Splitting up restaurant bills is annoying.
Good friends often avoid this cost by one of them paying for both one time and the other doing it next time, or better yet, by not keeping track of whose turn it is and it evening out in the long term.
It’s harder to do this with lesser friends and non-friends who one doesn’t anticipate many meals with because one expects to be exploited by a continual stream of free-riders who never offer to pay, or to have to always pay to show everyone that you are not one of those free-riders, or some other annoying equilibrium.
There is an easy way around this. Flip a coin. Whoever loses pays the whole bill.
Why don’t people do this?
Here are some possible reasons, partly inspired by conversations with friends:
They don’t think of it
Coins have been around a long time.
It’s hard to have a coin that both people agree is random
One person flips and the other calls it?
They are risk averse
Meals are a relatively small cost that people pay extremely often. They should expect a pretty fair distribution in the long run. If the concern is having to pay for fifty people at once when your income is not huge, either restrict the practice to smaller groups or keep the option of opting out open.
Using a randomising method such as a coin displays distrust, which is rude, but not using one would be costly because you don’t actually trust people
A coin could also display your own intention to be fair. And it doesn’t seem like such a big signal of distrust – I would not be offended if someone offered this deal.
Buying meals for others is a friendly and meaningful gesture – being forced to do it upon losing a bet sullies that ideal somehow
Maybe – I don’t know how this would work
Asking makes you look weird
This is an all purpose reason for not doing anything differently. But sometimes people do change social norms – what was special about those times?
Sharing in the bill feels like contributing to something alongside others, which is a better feeling than paying all of it against your will, or than not contributing at all.
Maybe – I feel pretty indifferent about the whole emotional experience personally.
There are many inconvenient small payments that seem like they could be improved by paying a larger amount occasionally with some small probability. Yet I haven’t seen such a method put to use anywhere.
I’ve been doing this for a while now, and I actually find it plays pretty well with my more rational friends — we get quite a kick out of it.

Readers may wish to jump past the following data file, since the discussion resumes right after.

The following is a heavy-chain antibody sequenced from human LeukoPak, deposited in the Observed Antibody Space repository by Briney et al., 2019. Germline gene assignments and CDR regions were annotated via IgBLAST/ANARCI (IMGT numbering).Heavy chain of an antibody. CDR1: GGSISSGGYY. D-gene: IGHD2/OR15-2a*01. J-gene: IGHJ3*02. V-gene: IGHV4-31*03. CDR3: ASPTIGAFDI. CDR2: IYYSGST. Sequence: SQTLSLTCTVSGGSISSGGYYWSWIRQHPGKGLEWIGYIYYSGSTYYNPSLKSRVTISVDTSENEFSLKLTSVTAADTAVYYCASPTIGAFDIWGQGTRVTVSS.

One of the drawbacks to using a coin is that it creates a moral hazard, incentivizing people to order more than 50% of the total bill. We solve this problem by using http://www.random.org/ from a smart phone. Say the total bill (pre-tax, pre-tip) is $30, $17 for my portion of the meal and $13 for my friend. We then generate a random integer between 1 and 30 inclusive, and if it lands anywhere between 1 and 17, I pay the entire bill (+tax, +tip); otherwise, my friend pays.
One bylaw of this ‘game’ is that you’re not allowed to thank the person who pays, because they haven’t done you any favors. It’s actually pretty hard though — you have to bite your tongue, because all of your instincts say you should thank the person who pays for your meal :).
I have a friend who routinely did this, and one reason why I didn’t adopt the practice myself after learning about it is the moral hazard issue you discuss. I like your solution.
However, the “moral hazard” is often a feature rather than a bug–you may explicitly want to spend lavishly on dinners with friends to create interesting memories, and reducing your responsibility for your own part of the bill to 50% is a very reasonable way to accomplish this while still deterring you from going completely nuts.
A request to randomize payments is a way of challenging the other meal participants into revealing whether or not they’re liquidity-constrained in the short run. Anyone who is in a tight budget or has no credit is then forced to either risk overstretching themselves or opt out and reveal that they’re poor.
Empirically speaking, this is already done fairly often and goes by the name of “credit card roulette.” It was a fairly common way of showing off both resources and risk appetite among young workers on Wall Street.
If someone asked to do this for a meal I was partaking in, I would view them as rude and unaware of the class/income privilege that allows them to do this without personal risk.
> There are many inconvenient small payments that seem like they could be improved by paying a larger amount occasionally with some small probability. Yet I haven’t seen such a method put to use anywhere.
I’ve tried this on IRC. Help someone with technical problems and in exchange, they ‘roll a dice’ (using random.org or lambdabot in the channel) and with 1/1000 probability etc donate to SIAI or Debian. Only 3 or 4 people have ever taken me up on it, and I have no idea if they would have followed through.
This meal splitting thing is the most annoying thing about a dear friend of mine. She always insists on paying for her part but you know, sometimes I want to treat her. She’s done me favors, I’m the one who invited her, I’ve ordered wine or appetizers without consulting her budget so I don’t think she should be on the hook for that. I’ve told her that sometimes the most gracious thing to do is to accept (the other party is doing this for themselves not you) so it sucks some of the joy out of it. And of course, she always has to pay more than her share and won’t take any of it back. I’ve given up.
After seven years of this, she wins. I just take what she gives me and don’t say anything. My only solution to this problem is acceptance…
I like Kevin’s way.
I’d like to see stores doing the same for non-whole-dollar amounts.
I have long believed that this method of payment would be very useful for paying bus fares. The buses where I live already have several kinds of complicated machine at the front.
I guess in my own case I generally don’t want to have to bean count with respect to the people I’ve chosen to trust. It’s effort. I think also I don’t want to be seen as a been counter… someone who nitpicks about everything being absolutely fair. I suppose such a stance could signal stinginess, and therefore a lack of wealth… or something like that.